Many years ago, while I was a student at Santa Clara University, I attended my very first open mic, as an audience member. A voyeur, if you will. One of my good friends at the time, we'll just call him Boe Jrady, you know, to protect his identity. He wanted to test out some of his material. Why not, right? I love supporting my friends, especially my funny friends and Boe was funny. So Boe, his girlfriend Slissa Etebbins(to protect her identity) and myself all headed out to a bar near Stanford University. Little did I know I was about to have the most awkward and painful experience of my life. And I wasn't even on stage.
It was a tiny room, in a tiny bar, with a tiny stage. The entire audience was basically in the performer's lap, which is just unsanitary, if you ask me. You know how comedians are. Dirty. Boe did his set, and it was funny. To be honest, quite a bit of it went right over my head, but I do recall laughing at least once. After Boe went, we kind of had to stick around, because the place was so small it would have been too obvious and rude to just leave. Even though that's what I really wanted to do, and probably should have done. So, a very skinny, Middle-Eastern looking man gets up on stage, and he was clearly handicapped, which is HILARIOUS! Okay, no, it's not hilarious, so stop judging me, but it made us all go "Hmmm...something is wrong with him. What is it? What is wrong with this guy? Because something is definitely wrong with this guy." Then he proceeds to lean against the back wall, because he literally could not stand without any support, and I am dying, I am so uncomfortable and distracted and I just NEED him to tell us what's wrong so I can stop feeling so awkward. And thank God he did. He had Cerebral Palsy, I think. Okay, I actually can't remember. But the point is he told us, which relieved some of the tension. But then he started his "set." And it was...not good. In fact, it was so unfunny, I got really angry. And then I felt guilty that I was angry at this handicapped man. And there was so much silence. And you know it's bad when the silence is painful, but then the man who breaks the silence makes it even worse. He did this thing where he would look out at the room, realize a joke didn't work(which was all of them), and then he would say "Mmmm, segue. Traaaaansition." Over and over and over again. At one point he even turned all the way around and stared at the wall while he said it. It was strange.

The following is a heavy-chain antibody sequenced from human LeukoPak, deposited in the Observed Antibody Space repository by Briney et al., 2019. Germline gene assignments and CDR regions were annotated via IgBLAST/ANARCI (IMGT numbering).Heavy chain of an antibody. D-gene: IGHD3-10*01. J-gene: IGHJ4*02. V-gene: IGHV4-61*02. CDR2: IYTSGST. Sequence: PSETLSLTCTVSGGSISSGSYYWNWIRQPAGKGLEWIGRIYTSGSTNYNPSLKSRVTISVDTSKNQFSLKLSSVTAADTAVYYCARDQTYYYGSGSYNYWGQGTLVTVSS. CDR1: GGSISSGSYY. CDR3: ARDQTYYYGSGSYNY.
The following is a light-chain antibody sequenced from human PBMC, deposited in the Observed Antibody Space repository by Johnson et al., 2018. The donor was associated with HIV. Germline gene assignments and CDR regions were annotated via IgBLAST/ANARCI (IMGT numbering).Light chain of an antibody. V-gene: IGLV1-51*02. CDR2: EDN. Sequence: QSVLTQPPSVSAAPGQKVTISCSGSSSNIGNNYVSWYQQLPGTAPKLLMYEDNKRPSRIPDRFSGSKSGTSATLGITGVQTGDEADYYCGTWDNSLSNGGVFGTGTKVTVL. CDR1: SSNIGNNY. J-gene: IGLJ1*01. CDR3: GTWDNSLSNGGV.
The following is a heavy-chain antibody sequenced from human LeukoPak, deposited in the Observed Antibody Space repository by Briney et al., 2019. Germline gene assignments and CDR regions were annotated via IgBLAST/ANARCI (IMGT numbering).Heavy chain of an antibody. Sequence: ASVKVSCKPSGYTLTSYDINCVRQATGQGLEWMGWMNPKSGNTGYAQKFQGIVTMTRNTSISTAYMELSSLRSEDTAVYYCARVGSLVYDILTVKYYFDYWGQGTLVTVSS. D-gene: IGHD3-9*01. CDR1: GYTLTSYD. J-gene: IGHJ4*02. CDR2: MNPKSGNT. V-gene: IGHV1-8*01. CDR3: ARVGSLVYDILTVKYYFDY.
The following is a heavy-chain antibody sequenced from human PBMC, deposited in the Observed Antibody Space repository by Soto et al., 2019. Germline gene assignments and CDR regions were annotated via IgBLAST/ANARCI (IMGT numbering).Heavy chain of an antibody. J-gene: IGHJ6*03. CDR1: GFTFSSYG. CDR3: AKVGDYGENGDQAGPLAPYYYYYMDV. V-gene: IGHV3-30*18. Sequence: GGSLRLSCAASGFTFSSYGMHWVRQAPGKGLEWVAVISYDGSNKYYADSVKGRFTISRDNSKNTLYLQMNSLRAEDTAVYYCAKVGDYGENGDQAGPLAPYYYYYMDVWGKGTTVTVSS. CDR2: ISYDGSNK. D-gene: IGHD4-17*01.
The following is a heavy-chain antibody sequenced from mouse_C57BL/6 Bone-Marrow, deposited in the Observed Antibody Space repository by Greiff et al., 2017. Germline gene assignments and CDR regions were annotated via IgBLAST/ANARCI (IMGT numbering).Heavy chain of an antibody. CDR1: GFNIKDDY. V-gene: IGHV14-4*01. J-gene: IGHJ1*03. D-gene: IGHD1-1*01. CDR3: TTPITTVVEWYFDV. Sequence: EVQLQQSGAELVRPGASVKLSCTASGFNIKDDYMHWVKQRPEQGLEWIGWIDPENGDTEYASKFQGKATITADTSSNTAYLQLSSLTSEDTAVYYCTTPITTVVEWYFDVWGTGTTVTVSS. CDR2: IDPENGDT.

Naturally, because I had no idea what to do, I started passing notes to Boe's girlfriend, and we started giggling, which is terrible, but I just didn't know what to do with all my ANGER. Alright, fine, so it was not the most mature thing to do, but give me a break. So, this guy, the one on stage, who may or may not have had Cerebral Palsy, saw this. He saw me passing a note. He SAW me! And he had a mic, so he started asking my friend and I about said note. And I was mortified. I felt like the biggest piece of crap on the planet. All this guy wanted to do was get up on that stage and perform. It was his DREAM! I mean, it shouldn't have been, but it WAS. And there I was, passing notes. Crapping all over his dream. It finally ended and we got out of there real fast. Not that we had to run away, because let's be honest, a handicapped man probably wouldn't be able to catch up. And even if he somehow DID, I am pretty sure we would have won the fight. But I am almost positive I saw Wes Bentley, the beautiful neighbor boy from American Beauty, sitting at the bar. And he asked me for my number. And we fell in love. And I'm lying. Again. But I really think I saw him at the bar. That part is true.